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Bertha M. Ryan

Bertha M. Ryan, longtime resident of Ridgecrest, California, passed away on May 18, 2023.

Born June 6, 1928, in Newton, Massachusetts, she graduated from Emmanuel College and MIT, where she taught math while doing graduate work.

To support the war effort, as a high school student, Bertha worked in a “Rosie the Riveter” role at a Raytheon defense plant.

Bertha Ryan

Bertha developed a love for aviation at a young age when her brother, Fred, arranged for her to have her first airplane flight at the age of 16. While at MIT, she started a local glider club and began building sailplanes with other students.

Although she had obtained a pilot’s license even before she got her driver’s license, sailplane flying became the love of her life. She became a tow pilot and glider flight instructor, as well as a leader in the Sailplane Association, putting on airshows, writing a newsletter, and becoming president of the Northeastern States Soaring Association.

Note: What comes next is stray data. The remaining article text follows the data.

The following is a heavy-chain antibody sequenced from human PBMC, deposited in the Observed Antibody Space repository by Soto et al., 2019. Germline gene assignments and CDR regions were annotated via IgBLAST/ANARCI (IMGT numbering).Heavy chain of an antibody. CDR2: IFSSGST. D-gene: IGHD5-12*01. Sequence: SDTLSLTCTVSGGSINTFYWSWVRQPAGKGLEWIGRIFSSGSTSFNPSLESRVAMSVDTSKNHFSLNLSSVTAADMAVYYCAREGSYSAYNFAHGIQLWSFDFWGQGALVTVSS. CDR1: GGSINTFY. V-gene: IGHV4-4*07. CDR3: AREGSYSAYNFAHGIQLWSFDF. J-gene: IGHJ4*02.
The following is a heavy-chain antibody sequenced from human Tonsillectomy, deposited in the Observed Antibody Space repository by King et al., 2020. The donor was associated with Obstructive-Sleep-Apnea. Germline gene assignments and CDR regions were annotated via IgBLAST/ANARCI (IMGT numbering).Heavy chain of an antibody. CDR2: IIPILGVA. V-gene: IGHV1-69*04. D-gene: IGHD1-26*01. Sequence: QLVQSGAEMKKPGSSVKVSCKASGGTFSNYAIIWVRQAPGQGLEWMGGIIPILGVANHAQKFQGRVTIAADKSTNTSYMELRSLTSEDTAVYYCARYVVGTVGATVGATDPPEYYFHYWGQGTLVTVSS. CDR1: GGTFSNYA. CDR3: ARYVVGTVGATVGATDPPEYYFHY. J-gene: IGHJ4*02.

In 1956, Bertha moved to California, where she began to work at NASA, focusing on the lifting body project to return astronauts from space travel. She worked closely with several astronauts, including Neil Armstrong, the first man to walk on the moon.

Following her work at NASA, Bertha took a position at the China Lake Naval Air Weapons Station. Her initial work included research and practical aspects of weapons specifically related to the Vietnam War.

Bertha’s final project before retirement in 1991 was on the National Aerospace Plane, the X-30, and other advances in high-speed aerodynamics.

She continued to be active in sailplaning, breaking multiple records and winning several awards, including the Pelagia Majewska Medal, the SSA Warren E. Eaton Memorial Trophy, the Paul Schweizer Lifetime Service Award, and the Exceptional Service Award.

Bertha was predeceased by her three brothers but is survived by multiple nieces, nephews, grandnieces, and grandnephews.

A Funeral Mass will take place on June 17, 2023, at St Kateri Tekakwitha Catholic Church in Yorktown, Virginia.